6 Colour due to Diffraction.

6.1 Diffraction and colour production by a slit.

6.2 Diffraction and colour production by a rectangular aperture.

6.3 Diffraction and colour production by a circular aperture.

6.4 The diffraction limit of optical instruments.

6.5 Colour production by linear diffraction gratings.

6.6 Two-dimensional gratings.

6.7 Estimation of the wavelength of light by diffraction.

6.8 Diffraction by crystals and crystal-like structures.

6.9 Disordered diffraction gratings.

6.10 Diffraction by sub-wavelength structures.

6.11 Holograms.

Further reading.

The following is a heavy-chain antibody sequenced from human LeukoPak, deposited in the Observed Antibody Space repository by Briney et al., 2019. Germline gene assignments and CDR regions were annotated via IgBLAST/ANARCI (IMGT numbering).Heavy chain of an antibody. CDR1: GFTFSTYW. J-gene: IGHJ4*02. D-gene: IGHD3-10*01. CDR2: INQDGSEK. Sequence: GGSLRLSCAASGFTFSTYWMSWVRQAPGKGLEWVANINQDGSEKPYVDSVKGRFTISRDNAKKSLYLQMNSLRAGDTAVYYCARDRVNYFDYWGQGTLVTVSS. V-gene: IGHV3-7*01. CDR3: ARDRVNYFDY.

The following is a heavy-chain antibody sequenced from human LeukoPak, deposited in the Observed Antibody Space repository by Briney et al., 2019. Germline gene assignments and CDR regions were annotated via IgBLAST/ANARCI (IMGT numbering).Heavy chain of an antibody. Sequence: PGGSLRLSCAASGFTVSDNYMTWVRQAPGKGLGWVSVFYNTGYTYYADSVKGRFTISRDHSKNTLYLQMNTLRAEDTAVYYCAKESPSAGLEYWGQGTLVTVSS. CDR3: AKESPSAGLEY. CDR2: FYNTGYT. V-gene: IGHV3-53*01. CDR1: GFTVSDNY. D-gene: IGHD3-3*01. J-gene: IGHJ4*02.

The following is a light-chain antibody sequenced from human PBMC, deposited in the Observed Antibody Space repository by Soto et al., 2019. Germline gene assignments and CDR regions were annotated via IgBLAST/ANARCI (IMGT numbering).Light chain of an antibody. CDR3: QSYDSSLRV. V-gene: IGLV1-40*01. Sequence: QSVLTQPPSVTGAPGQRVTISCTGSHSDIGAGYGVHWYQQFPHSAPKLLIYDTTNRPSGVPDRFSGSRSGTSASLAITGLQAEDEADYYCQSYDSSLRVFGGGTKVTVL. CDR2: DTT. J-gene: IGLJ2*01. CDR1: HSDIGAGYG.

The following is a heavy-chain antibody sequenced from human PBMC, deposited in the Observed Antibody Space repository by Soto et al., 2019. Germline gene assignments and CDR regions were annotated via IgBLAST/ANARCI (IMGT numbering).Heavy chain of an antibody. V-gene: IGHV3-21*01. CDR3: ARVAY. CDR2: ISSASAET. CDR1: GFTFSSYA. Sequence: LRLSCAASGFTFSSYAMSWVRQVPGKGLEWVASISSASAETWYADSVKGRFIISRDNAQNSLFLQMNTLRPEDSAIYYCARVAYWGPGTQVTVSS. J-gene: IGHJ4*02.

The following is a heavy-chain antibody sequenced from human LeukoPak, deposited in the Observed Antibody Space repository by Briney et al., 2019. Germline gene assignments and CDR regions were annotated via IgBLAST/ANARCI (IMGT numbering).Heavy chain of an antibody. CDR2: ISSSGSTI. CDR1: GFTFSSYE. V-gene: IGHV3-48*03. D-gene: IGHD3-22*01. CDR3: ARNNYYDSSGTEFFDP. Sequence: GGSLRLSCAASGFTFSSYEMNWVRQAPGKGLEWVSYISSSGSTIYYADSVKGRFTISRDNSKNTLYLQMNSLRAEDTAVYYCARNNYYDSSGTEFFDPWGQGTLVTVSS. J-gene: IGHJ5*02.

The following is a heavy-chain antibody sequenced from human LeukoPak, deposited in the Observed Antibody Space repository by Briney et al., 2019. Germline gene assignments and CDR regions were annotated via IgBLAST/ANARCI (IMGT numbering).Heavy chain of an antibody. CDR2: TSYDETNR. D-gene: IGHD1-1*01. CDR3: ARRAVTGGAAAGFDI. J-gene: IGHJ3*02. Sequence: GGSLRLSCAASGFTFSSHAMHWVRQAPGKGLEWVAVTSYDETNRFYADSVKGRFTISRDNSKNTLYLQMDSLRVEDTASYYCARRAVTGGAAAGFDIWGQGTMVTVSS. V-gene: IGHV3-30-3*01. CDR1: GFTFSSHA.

7 Colour from Atoms and Ions.

7.1 The spectra of atoms and ions.

7.2 Terms and levels.

7.3 Atomic spectra and chemical analysis.

7.4 Fraunhofer lines and stellar spectra.

7.5 Neon signs and early plasma displays.

7.6 The helium-neon laser.

7.7 Sodium and mercury street lights.

7.8 Transition metals and crystal field colours.

7.9 Crystal field splitting, energy levels and terms.

7.10 The colour of ruby.

7.11 Transition-metal-ion lasers.

7.12 Emerald, alexandrite and crystal field strength.

7.13 Crystal field colours in minerals and gemstones.

7.14 Colour as a structural probe.

7.15 Colours from lanthanide ions.

7.16 The neodymium (Nd3+) solid state laser: a four level laser.

7.17 Amplification of optical fibre signals.

7.18 Transition metal and lanthanide pigments.

7.19 Spectral hole formation.

7.20 Further reading.

7.21 Problems and exercises.

Appendix 7.1 Electron configurations.

Appendix 7.2 Terms and levels.